From the top of the Mount of Olives, the hill where Jesus made his entry into Jerusalem, there are spectacular views of the old city, and the Dome of the Rock. At its foot is the Church of All Nations with its Byzantian mosaic façade, and next to it the Garden of Gethsemane where Jesus meditated, and was betrayed.

Many Roman cities had a Cardo, a grand main thoroughfare flanked by two rows of columns, bisecting the city from north to south. It was the main commercial avenue of Jerusalem for almost 500 years and was paved in the second century when Hadrian rebuilt the city. In the sixth century it was extended south to the area that is now the Jewish quarter of the old city. It was only excavated in 1970 as previously this part of the city was under Jordanian rule. A section has been revived as a shopping street selling mainly souvenirs. We were able to walk through part of it, and what was really lovely was stopping to hear a group of off duty soldiers, both men and women, using the space for a singsong.

model of how Jerusalem once might have been

the model of old Jerusalem in the Israel Museum

Near the Knesset, home to Israel’s parliament is the 20- acre site of the Israel Museum. It is somewhere not to be missed and it is advisable to allow as much time as you can for a visit. Made up of three collection wings, it is home to the Dead Sea Scrolls written in the first, second and third centuries BC and only discovered by Bedouins in 1947. A detailed scale model of ancient Jerusalem in 66 AD, shortly before its destruction by the Romans will give you an idea of how the city used to look. The archaeological section tells the story of the land that became Israel, and how it played a central role in history as located at the crossroads of the three continents of Africa, Asia and Europe more than 1.5 million years ago. The museum has a superb collection of Impressionist and post Impressionist art including works by Renoir, Van Gogh and Degas. Audio guides are included in the entrance fee but it’s worth trying to visit at a the time when there is a free, guided tour scheduled.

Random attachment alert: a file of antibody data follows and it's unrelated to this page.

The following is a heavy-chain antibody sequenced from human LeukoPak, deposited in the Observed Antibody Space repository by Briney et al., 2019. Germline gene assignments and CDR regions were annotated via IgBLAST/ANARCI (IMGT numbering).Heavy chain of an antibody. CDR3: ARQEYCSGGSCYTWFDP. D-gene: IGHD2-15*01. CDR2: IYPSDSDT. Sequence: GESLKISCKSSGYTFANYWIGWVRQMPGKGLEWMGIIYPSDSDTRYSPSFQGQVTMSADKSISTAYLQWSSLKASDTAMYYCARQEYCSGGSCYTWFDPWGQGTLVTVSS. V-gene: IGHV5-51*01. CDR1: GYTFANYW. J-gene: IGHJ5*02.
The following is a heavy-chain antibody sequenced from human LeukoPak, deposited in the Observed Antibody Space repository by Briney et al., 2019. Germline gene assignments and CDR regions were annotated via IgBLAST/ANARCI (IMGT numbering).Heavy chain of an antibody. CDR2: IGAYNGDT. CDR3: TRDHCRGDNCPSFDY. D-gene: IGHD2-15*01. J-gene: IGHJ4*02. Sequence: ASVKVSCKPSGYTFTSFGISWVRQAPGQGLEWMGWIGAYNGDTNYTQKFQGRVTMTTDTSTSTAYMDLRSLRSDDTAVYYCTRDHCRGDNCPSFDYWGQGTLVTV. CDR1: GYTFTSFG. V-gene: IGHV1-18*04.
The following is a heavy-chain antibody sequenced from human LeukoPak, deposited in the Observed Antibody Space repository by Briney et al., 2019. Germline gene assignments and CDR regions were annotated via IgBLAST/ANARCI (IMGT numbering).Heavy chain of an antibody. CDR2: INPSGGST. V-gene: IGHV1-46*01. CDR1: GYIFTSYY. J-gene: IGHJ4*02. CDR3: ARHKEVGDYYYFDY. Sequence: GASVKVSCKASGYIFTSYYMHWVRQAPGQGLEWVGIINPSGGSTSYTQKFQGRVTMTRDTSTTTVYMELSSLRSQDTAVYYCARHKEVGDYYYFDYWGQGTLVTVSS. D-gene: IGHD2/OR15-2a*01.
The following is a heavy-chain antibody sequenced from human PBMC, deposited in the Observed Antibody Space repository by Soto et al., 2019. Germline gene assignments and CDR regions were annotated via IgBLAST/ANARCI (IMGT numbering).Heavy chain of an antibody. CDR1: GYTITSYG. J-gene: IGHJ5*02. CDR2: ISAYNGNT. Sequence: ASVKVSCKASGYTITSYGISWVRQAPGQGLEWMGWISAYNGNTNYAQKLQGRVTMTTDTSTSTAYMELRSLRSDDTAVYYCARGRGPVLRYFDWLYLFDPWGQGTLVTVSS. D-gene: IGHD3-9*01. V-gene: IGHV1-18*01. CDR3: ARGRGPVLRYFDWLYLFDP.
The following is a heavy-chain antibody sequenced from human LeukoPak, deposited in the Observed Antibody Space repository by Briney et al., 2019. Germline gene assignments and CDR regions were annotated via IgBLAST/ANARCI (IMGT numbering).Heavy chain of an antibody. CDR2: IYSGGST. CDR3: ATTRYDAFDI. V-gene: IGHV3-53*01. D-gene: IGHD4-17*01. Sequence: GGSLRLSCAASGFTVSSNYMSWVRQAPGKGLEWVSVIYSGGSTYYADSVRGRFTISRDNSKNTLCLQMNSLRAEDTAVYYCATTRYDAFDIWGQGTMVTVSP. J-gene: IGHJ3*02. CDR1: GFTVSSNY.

If anyone has ever had any doubts about whether the atrocities of the Holocaust ever took place, a visit to Yad Vashem will dispel them. The Jewish people’s memorial to the murdered six million holds the world’s largest collection of information on the Holocaust. Photographs on display are not for the faint-hearted!

Jerusalem is built on the Judean Hills. The main Tel-Aviv Jerusalem highway, as a memorial, still has remains of armoured cars that were destroyed in the 1948 war lining the route.

Do remember that in Israel their week begins on a Sunday. For religious reasons, most shops are closed on Friday afternoon and Saturday as well as Jewish holidays when a lot of the city comes to a standstill, including the public transport.

For more about Jerusalem, click here.

If you enjoyed this post, please consider subscribing to the RSS feed to have future articles delivered to your feed reader.
Tags: , ,